Blog, conferences, Facilitation, Public Speaking

3 Common Q&A Pitfalls and How to Avoid Them

Have you ever opened the floor to questions just to get a room full of blank stares? Have you ever had a question that you didn’t know how to answer? Maybe you’ve had a very “enthusiastic” audience members who just wants to tell the audience their own story.

Even when a Q&A session is well prepared (see my tips) there are a few pitfalls that you need to think about in advance.

Keep your Q&A session on track with my 3 tips for overcoming these common sticky situations:

  1. You can’t answer the question

You may get asked a question that you are unable to answer. Yikes! Not answering or being prepared to manage such a situation can result in the audience losing confidence in you. You can end up feeling like a fraud. Your carefully crafted message can lose all credibility.

If you don’t know the answer, don’t panic. Even if you’re the expert on the subject, you cannot be expected to know absolutely everything on that topic.

Instead of fumbling for an answer or making one up acknowledge the question, say that you haven’t thought of it that way before, or that you need to check to ensure you’re providing accurate information. Tell the person who asked the question that you will find the answer and provide it to them. Then deliver on your promise – provide the answer to the audience member and/or audience. This can be done directly to the person who asked the question (if you know who it is and have their contact details) or to the organisers to transmit further.

If it’s a particularly interesting question (and answer) then you could also choose to respond to the point publicly on a blog or website.

  1. No questions are asked.

Sometimes when you open a Q&A session you can be faced with a silent room – no questions. This can totally drain the energy in the room. The audience and you can end up feeling squeamish and uncomfortable.

Maybe the reason you have no questions is that you were so clear and thorough in your presentation. You have everyone on your side. You have completely convinced the audience to buy/engage/think differently. Your presentation was so powerful that there are no questions or remaining issues!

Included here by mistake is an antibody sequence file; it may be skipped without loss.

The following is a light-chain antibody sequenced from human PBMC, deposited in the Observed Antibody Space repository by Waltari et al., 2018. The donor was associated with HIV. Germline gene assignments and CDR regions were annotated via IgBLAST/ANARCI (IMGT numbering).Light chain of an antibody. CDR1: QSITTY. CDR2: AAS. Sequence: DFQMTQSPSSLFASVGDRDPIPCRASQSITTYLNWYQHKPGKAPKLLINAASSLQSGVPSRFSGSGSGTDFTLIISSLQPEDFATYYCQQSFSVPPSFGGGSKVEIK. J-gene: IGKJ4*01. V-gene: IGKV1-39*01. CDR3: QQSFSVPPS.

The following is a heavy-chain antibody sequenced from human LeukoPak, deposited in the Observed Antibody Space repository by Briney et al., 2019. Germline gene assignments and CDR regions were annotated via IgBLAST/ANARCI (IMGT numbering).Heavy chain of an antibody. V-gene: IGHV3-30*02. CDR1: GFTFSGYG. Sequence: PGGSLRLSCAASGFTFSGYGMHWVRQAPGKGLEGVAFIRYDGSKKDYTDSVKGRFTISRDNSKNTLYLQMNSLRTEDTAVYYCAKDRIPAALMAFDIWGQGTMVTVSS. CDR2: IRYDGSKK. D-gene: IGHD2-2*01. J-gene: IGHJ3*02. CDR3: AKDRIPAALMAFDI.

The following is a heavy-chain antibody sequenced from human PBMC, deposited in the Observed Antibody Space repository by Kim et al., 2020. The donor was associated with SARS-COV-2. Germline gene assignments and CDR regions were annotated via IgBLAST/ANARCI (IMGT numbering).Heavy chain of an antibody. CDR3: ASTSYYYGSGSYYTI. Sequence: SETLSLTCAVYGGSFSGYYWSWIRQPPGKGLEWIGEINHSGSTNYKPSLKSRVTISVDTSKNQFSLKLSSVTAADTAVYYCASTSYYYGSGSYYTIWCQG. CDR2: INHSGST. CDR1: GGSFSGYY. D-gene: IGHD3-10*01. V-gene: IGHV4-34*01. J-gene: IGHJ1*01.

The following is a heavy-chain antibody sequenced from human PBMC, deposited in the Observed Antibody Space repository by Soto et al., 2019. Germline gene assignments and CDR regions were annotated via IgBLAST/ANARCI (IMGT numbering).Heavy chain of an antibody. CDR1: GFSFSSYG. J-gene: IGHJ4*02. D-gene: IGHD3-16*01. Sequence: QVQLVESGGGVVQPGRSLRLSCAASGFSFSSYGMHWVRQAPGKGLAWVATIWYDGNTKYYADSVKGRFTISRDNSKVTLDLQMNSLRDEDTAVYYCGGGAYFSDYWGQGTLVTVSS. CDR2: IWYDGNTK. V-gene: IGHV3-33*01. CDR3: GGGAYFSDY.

Maybe you have a shy audience. People can be reluctant to ask the first question. Or they may need a bit more time or prompting.

Don’t overthink why there are no questions, just be prepared for the eventuality. To avoid your Q&A falling flat you can prepare a couple of questions yourself.

After providing adequate time for questions to be raised from the audience, you can introduce a question with “People often ask me….” Or “One of the common questions that I come across is…”. Then you provide an example or additional information which adds to your presentation.

These prepared questions may then prompt some additional questions from the audience. If not, you’ve expertly managed the Q&A session anyway and can comfortably end with your strong closing.

  1. Someone hijacks the session with their own opinion.

You’ve seen this before – someone raises their hand or comes to the mic and instead of addressing a question to you they proceed to tell their own story or go on another tangent. They are not adding to the conversation and have not actually got a question.

Unfortunately, some people will take any opportunity to put their ideas across, but that’s not what the Q&A session is for.

You can take control of this situation by waiting until they take a breath (they have to at some point). Then you firmly asking them what their question is. If they continue to monopolise the session politely but firmly thank them for sharing and tell them that you need to move on to another member of the audience.

You may feel uncomfortable in cutting someone off but just remember that it’s your presentation and unless the point is really adding to the discussion, the person is wasting the audience’s time and may cause frustration and confusion.

 

Armed with the above tips you will be able to run a controlled and useful Q&A session. The audience will leave the session seeing you as the expert that you are.

 

Are there any other pitfalls that you’ve been faced with or seen? Please share them!

“He who is best prepared can best serve his moment of inspiration.”
Samuel Taylor Coleridge

 

1 thought on “3 Common Q&A Pitfalls and How to Avoid Them”

  1. Pingback: Mastering the Q&A

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